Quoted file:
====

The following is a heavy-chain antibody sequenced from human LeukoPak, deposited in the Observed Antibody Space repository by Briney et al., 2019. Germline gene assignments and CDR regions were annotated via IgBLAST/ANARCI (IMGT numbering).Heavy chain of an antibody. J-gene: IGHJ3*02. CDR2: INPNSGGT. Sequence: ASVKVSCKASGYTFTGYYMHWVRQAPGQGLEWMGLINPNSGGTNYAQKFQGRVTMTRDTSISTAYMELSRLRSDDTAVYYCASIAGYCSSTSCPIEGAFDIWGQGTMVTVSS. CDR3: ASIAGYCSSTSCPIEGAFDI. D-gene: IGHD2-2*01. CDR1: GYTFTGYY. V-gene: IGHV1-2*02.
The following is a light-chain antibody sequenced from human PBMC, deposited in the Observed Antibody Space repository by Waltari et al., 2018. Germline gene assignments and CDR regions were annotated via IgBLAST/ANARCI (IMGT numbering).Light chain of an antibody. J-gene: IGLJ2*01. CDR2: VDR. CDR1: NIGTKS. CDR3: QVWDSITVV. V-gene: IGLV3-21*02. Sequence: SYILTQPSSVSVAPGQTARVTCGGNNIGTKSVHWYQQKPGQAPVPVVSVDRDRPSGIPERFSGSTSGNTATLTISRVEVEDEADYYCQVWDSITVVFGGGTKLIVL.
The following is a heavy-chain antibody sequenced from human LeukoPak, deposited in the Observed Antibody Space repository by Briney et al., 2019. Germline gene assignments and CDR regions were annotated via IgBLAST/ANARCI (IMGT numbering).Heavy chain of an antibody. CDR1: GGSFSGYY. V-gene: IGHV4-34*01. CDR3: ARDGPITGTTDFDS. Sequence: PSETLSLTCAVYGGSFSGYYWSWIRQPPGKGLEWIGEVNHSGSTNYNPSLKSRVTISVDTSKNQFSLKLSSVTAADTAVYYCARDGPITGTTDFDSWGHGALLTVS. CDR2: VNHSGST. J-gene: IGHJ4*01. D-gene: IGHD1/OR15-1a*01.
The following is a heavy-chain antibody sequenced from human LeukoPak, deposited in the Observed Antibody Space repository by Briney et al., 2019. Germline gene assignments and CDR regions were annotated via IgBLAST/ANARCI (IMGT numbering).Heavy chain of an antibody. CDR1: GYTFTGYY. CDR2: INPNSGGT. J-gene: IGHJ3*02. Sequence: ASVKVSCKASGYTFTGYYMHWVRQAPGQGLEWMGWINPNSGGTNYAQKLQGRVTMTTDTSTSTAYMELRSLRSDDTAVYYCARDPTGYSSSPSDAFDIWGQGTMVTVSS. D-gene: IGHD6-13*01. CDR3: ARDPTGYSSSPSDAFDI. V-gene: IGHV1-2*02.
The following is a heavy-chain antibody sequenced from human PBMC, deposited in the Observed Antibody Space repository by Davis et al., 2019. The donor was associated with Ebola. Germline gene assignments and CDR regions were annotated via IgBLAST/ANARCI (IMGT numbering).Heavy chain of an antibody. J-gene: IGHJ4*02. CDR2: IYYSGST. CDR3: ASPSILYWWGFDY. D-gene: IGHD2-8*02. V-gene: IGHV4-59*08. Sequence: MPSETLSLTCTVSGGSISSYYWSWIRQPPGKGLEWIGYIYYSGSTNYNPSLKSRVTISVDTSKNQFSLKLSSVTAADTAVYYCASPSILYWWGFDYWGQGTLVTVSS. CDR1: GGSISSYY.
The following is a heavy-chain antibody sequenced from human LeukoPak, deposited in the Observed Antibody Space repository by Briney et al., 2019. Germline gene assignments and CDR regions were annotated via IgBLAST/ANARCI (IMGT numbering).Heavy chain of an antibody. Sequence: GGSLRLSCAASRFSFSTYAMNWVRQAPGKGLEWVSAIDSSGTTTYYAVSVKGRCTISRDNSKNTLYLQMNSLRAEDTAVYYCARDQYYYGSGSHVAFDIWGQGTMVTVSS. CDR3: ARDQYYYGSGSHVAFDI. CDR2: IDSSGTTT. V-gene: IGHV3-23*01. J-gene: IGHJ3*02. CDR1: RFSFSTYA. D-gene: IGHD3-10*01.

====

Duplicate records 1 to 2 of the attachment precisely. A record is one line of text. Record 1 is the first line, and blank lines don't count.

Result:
The following is a heavy-chain antibody sequenced from human LeukoPak, deposited in the Observed Antibody Space repository by Briney et al., 2019. Germline gene assignments and CDR regions were annotated via IgBLAST/ANARCI (IMGT numbering).Heavy chain of an antibody. J-gene: IGHJ3*02. CDR2: INPNSGGT. Sequence: ASVKVSCKASGYTFTGYYMHWVRQAPGQGLEWMGLINPNSGGTNYAQKFQGRVTMTRDTSISTAYMELSRLRSDDTAVYYCASIAGYCSSTSCPIEGAFDIWGQGTMVTVSS. CDR3: ASIAGYCSSTSCPIEGAFDI. D-gene: IGHD2-2*01. CDR1: GYTFTGYY. V-gene: IGHV1-2*02.
The following is a light-chain antibody sequenced from human PBMC, deposited in the Observed Antibody Space repository by Waltari et al., 2018. Germline gene assignments and CDR regions were annotated via IgBLAST/ANARCI (IMGT numbering).Light chain of an antibody. J-gene: IGLJ2*01. CDR2: VDR. CDR1: NIGTKS. CDR3: QVWDSITVV. V-gene: IGLV3-21*02. Sequence: SYILTQPSSVSVAPGQTARVTCGGNNIGTKSVHWYQQKPGQAPVPVVSVDRDRPSGIPERFSGSTSGNTATLTISRVEVEDEADYYCQVWDSITVVFGGGTKLIVL.